1 Designing with Users in Internet Time By Jared Braiterman, Ph.D., Sasha Verhage & Randall Choo Published in Interactions magazine, Sept/Oct 2000, pp For a PDF of the published article, please Jared Braiterman at You have three weeks to design an e-commerce application. Or three months to launch a next generation web site for a top videogame publisher, with a new identity system, an architecture that integrate dozens of new acquisitions, and immersive lowband interactions. How can you design with users when facing intense time constraints that necessitate simultaneous discovery user research and business strategy? Or simultaneous usage scenario development with the creation of interaction maps for a new digital service? Two case studies demonstrate creative solutions to designing with users on fastpaced projects with large multi-disciplinary teams unfamiliar with human computer interaction techniques. Involving information architects, brand strategists, graphic designers, web developers and content strategists ensured that multi-disciplinary concerns contributed to prototype creation, test plans, ethnographic data collection, research analysis, and, most importantly, rapid implementation of findings. With the whole team immersed in all stages of user research activities, we were able to eliminate the need for formal research reporting, and at the same time enable user research findings to contribute site design, visual identity, technology decisions, brand and business strategy. CASE STUDY 1: PAPER PROTOTYPING AN E-COMMERCE APPLICATION Many e-commerce site developers are skeptical about involving users and working with paper prototypes. How can we incorporate customer research activities within tight time frames? Can paper prototypes create convincing interactions for customers to evaluate and improve? From a usability perspective, can a team simultaneously conduct discovery research to uncover usage scenarios while also developing the interactions and page level details? These questions were faced at the outset of a 3 week project to develop the interaction for a new web shopping application for a specialty coffee retailer. Quickly assembled, hand-drawn prototypes created with six peoples unique handwriting raise even more skepticism about inconsistency, realism and user confusion. However, not attempting participatory design risked the real possibility of creating an application that met business and brand objectives, yet failed to provide a compelling customer benefit and intuitive navigation. Our multi-disciplinary team included a usability designer, information architect, project manager, content strategists, and two graphic designers. The prototypes allowed us to gain early and iterative user input into the application concept,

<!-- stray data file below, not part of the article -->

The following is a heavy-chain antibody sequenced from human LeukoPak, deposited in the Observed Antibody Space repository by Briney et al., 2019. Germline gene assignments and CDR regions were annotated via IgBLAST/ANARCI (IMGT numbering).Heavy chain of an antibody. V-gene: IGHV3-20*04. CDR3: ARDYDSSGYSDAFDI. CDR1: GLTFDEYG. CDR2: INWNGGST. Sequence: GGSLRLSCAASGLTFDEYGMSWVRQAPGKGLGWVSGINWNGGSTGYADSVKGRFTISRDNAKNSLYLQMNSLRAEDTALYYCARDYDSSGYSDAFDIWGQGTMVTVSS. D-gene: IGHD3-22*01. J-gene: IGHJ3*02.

2 interaction flows, page level details, nomenclature and instructional copy. With no time for upfront research prior to design, our prototype became the vehicle for simultaneously conducting discovery research and developing the application s interaction flow. Paper prototypes provided multiple benefits: for us, ease of quickly modifying the application; and for our users, a tangible yet unfinished interaction that was engaging and open to their alteration. CREATING THE PROTOTYPE The project team had no prior experience with paper prototypes, except for the usability designer. Two brief papers provided context about paper prototypes benefits and practical advice on how to build them [7,10]. The team first considered the client s business needs and a tentative task set. The team then sketched on a whiteboard an interaction flow and identified two preliminary drill downs . Prototype materials included craft paper, colored pens, Post-It notes, scissors, glue, and correction tape for data fields. The team used a copier to replicate common content elements on multiple pages. Despite differences in handwriting styles, the prototype used a common visual language remained consistent throughout; for example, all buttons were drawn as boxes and all clickable links were represented as underlined text. SIMULTANEOUS RESEARCH ACTIVITIES An ideal research schedule includes separate and discrete discovery and interaction research phases. It is valuable to have a clear understanding of your customers, their behaviors and tasks before creating page-to-page interactions and seeking user-generated improvements. Time constraints did not allow for this, so the project team relied on prior ethnographic research and character profiles [1, 4]. By using low fidelity, easily modifiable prototypes, the team knew that we would quickly learn if our application overlooked key user needs and that we could rapidly incorporate research findings into our evolving application [3, 9]. Discovery activities Character profiles Usage scenarios Tasks and features Interaction activities Interaction flows Page level details Instructional copy and nomenclature ITERATIVE TEST SESSIONS We conducted twelve test sessions where target customers first described their offline coffee purchase patterns, their general online shopping experiences, and